“Invisible No More” — Celebrating AAPI Month

May 24, 2022

“Invisible No More” — Celebrating AAPI Month

In this episode, we honor Asian American and Pacific Islander Heritage Month with authors Debbi Michiko Florence and Gita Varadarajan. A former classroom teacher, Debbi is the author of award-winning middle grade novels Keep It Together, Keiko Carter, and Just Be Cool, Jenna Sakai, among several other titles.

Debbi is a third-generation Japanese American, who was born in raised in California. She now lives in Mystic, Connecticut, where her upcoming middle grade novel, Sweet and Sour, is set. She talks with host Suzanne McCabe about Sweet and Sour and the summer romance between characters Mai and Zach.

“All of my books star Japanese American main characters,” Debbi says. “It is such an honor to be able to write from my personal experience and background, but [also] to be able to focus on universal things like friendship and those first-crush feelings.”

Later, Gita talks about her upcoming picture book, My Bindi, illustrated by Archana Sreenivasan. “The bindi in Hindu culture is considered the third eye,” Gita explains. “It looks inward, and it symbolizes strength, your inner strength.”

Gita earned her master’s degree in literacy education at Teachers College at Columbia University. Born and raised in India, she developed a love of storytelling hearing her grandfather weave fantastical tales. She is currently an elementary school teacher in Princeton, New Jersey.


Celebrating AAPI Month: Check out these 15 featured titles from Scholastic.

Support AAPI Bookstores: Scholastic has curated a list of 25 Asian American-owned bookstores from coast to coast.

Books by Debbi Michiko Florence: Debbi’s author page on Amazon links to all of her titles for young readers.

Have Lunch With the Authors: Scholastic Book Clubs President Judy Newman interviews authors Sarah Weeks and Gita Varadarajan about Save Me a Seat, their delightful middle-grade novel.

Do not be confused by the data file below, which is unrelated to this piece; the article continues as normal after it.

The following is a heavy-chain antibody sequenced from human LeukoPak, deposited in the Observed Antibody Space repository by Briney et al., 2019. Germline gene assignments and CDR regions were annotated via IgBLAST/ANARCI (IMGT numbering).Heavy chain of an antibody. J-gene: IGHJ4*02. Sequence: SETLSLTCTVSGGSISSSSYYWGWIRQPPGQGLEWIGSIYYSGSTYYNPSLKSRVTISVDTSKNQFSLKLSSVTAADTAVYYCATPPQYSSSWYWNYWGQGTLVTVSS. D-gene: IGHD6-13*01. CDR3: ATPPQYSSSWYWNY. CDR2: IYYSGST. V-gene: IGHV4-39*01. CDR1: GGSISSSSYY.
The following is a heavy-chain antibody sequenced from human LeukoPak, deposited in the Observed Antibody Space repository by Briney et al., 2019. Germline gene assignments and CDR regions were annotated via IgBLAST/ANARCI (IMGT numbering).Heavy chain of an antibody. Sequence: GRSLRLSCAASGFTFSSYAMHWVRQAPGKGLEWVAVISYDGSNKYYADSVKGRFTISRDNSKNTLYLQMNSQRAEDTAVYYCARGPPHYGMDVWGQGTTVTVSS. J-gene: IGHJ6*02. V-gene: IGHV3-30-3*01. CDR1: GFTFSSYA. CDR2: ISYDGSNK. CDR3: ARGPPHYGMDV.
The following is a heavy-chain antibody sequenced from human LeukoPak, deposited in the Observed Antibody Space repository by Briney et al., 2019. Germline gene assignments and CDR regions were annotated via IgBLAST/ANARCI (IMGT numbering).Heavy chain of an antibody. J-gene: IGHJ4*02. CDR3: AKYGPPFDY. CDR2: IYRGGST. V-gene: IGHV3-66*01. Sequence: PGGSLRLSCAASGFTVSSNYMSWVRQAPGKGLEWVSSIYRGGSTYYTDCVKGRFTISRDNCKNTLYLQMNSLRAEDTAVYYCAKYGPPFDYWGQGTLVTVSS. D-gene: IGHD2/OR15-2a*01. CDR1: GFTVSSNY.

Debbi Michiko Florence, author, Sweet and Sour:

“I was an avid reader, and I loved to write stories, but I never quite connected that being an author could be a career.”

“For me, my middle school years are the most emotionally memorable—big changes and friendships and romantic feelings. So I like to revisit that a lot.”

“I hope that young people who read my books can see themselves in them and their friendships and learn how to treat one another.”

“All of my books star Japanese American main characters. It is such an honor to be able to write from my personal experience and background, but [also] to be able to focus on universal things like friendship and those first-crush feelings.”

Gita Varadarajan, author, My Bindi:

 “A story like My Bindi is universal to all kids. ‘Hey, show your authentic self, and be proud of all parts of you….’ When you love yourself, the world will see the beauty in you.”

“As an immigrant, myself, I know firsthand what it feels like to leave your home and move to a new country. It can make you feel lost and unrooted and lonely in so many ways, that you bring little things with you that remind you of home.” 

“When we think of Asian Americans, I don’t think we acknowledge the vastness and the breadth of the Asian diaspora and the complexities of the histories of the people and the countries of origin.”

“My hope is that the AAPI community will become more involved in mainstream conversations in America and that our voices and ideas are taken into account as we define who is American.”

Special Thanks:

Producer: Bridget Benjamin

Associate producer: Constance Gibbs

Sound engineer: Daniel Jordan

Music composer: Lucas Elliot Eberl

Coming Soon:

Pride Month: Alex Gino Introduces Melissa • Scholastic Summer Reading • Aaron Blabey and The Bad Guys

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